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News Releases from Region 10

EPA Oregon Wildfire Recovery Review and Update

As EPA’s work winds down, some response crews remain to handle final cleanups

Contact Information: 
Mark MacIntyre (

As EPA pauses to retool its wildfire household hazardous waste recovery operations for the Thanksgiving holiday, agency officials  are reflecting on the results achieved by cleanup teams over the past ninety days in Oregon. After the holiday, EPA will continue reducing their “footprint” in the state, with many crews already departing to return to their normal schedules, teams and families.

Since mobilizing on September 24 by FEMA “Mission Assignment,” 17 EPA field recovery teams, working 12-hour days, seven days a week, have retrieved and removed household hazardous waste from over 2300 fire-ravaged parcels in eight Oregon counties.  In addition, EPA teams stabilized and consolidated ash and debris from more than 230 parcels along Oregon waterways - including five miles of the Bear Creek riparian area in Jackson County - protecting water quality from toxic runoff.  In all, EPA mobilized over 250 responders, both virtually and in the field, from all over the country to support response operations.

According to EPA Incident Commander, Randy Nattis, the Agency has been proud to help Oregon recover from the devastating fall wildfires, crediting local support and guidance as critical to EPA’s success.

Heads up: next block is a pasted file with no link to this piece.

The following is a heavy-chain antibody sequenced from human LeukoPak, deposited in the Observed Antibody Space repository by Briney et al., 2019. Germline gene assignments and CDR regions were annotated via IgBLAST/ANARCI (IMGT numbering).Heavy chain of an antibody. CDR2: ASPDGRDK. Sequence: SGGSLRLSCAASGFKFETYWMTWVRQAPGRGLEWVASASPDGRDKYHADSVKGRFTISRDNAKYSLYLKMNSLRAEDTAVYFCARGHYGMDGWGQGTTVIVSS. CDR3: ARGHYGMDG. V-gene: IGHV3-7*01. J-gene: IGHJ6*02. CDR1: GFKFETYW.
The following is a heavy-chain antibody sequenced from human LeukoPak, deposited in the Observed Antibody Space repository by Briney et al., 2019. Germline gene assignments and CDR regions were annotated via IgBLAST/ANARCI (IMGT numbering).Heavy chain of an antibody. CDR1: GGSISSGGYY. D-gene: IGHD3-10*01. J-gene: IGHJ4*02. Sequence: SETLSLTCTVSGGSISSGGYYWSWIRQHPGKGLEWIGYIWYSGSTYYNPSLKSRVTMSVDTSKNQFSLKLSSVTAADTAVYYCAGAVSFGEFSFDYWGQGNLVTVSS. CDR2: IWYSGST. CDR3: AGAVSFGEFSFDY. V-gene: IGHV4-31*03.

“Make no mistake, I couldn’t be prouder of our work and what  our teams have accomplished,” said EPA’s Nattis. “But we are standing on the shoulders of the County Public Works directors, DEQ On-Scene Coordinators, FEMA disaster officials, our support contractors and countless Oregon responders. Projects of this size, scope and scale demand ultimate teamwork. And we couldn’t have asked for better, more resilient partners than Oregonians.”

With Step 2 of the Oregon state-managed cleanup getting underway, Step 2 cleanup crews are expected to begin clearing properties throughout wildfire impacted areas in mid-December, removing hazard trees, ash and debris.  EPA’s presence will remain at a more compact profile, with several smaller mobile crews remaining to respond to any additional properties that still need attention. EPA crews will also back up ODOT’s contractors as they start removing heavy debris, cars and appliances and find hidden household hazardous waste, cylinders, ammunition or other hazardous materials.

For more information about EPA’s Step 1 work, please visit our 2020 Fire Recovery Story Map . For more information about Oregon’s Step 2 work please visit the 2020 Oregon Wildfire Recovery website or call the Wildfire Debris Cleanup Hotline at 503-934-1700.

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